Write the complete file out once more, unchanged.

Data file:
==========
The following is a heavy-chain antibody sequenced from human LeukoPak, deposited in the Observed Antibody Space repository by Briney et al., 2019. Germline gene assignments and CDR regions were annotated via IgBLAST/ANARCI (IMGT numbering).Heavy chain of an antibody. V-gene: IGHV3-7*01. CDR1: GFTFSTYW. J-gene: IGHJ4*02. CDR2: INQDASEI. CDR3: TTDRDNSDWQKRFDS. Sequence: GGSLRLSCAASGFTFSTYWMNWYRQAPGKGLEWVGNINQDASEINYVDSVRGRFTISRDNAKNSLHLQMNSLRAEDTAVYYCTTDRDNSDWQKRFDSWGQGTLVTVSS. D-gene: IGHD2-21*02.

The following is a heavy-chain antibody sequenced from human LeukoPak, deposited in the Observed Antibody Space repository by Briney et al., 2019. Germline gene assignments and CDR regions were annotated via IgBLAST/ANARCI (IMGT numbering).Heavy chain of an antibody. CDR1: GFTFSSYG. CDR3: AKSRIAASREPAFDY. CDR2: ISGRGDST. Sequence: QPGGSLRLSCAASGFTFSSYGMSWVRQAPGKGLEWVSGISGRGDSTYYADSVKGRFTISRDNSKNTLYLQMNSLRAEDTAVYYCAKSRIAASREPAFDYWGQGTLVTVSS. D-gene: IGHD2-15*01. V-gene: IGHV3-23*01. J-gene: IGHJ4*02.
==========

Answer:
The following is a heavy-chain antibody sequenced from human LeukoPak, deposited in the Observed Antibody Space repository by Briney et al., 2019. Germline gene assignments and CDR regions were annotated via IgBLAST/ANARCI (IMGT numbering).Heavy chain of an antibody. V-gene: IGHV3-7*01. CDR1: GFTFSTYW. J-gene: IGHJ4*02. CDR2: INQDASEI. CDR3: TTDRDNSDWQKRFDS. Sequence: GGSLRLSCAASGFTFSTYWMNWYRQAPGKGLEWVGNINQDASEINYVDSVRGRFTISRDNAKNSLHLQMNSLRAEDTAVYYCTTDRDNSDWQKRFDSWGQGTLVTVSS. D-gene: IGHD2-21*02.

The following is a heavy-chain antibody sequenced from human LeukoPak, deposited in the Observed Antibody Space repository by Briney et al., 2019. Germline gene assignments and CDR regions were annotated via IgBLAST/ANARCI (IMGT numbering).Heavy chain of an antibody. CDR1: GFTFSSYG. CDR3: AKSRIAASREPAFDY. CDR2: ISGRGDST. Sequence: QPGGSLRLSCAASGFTFSSYGMSWVRQAPGKGLEWVSGISGRGDSTYYADSVKGRFTISRDNSKNTLYLQMNSLRAEDTAVYYCAKSRIAASREPAFDYWGQGTLVTVSS. D-gene: IGHD2-15*01. V-gene: IGHV3-23*01. J-gene: IGHJ4*02.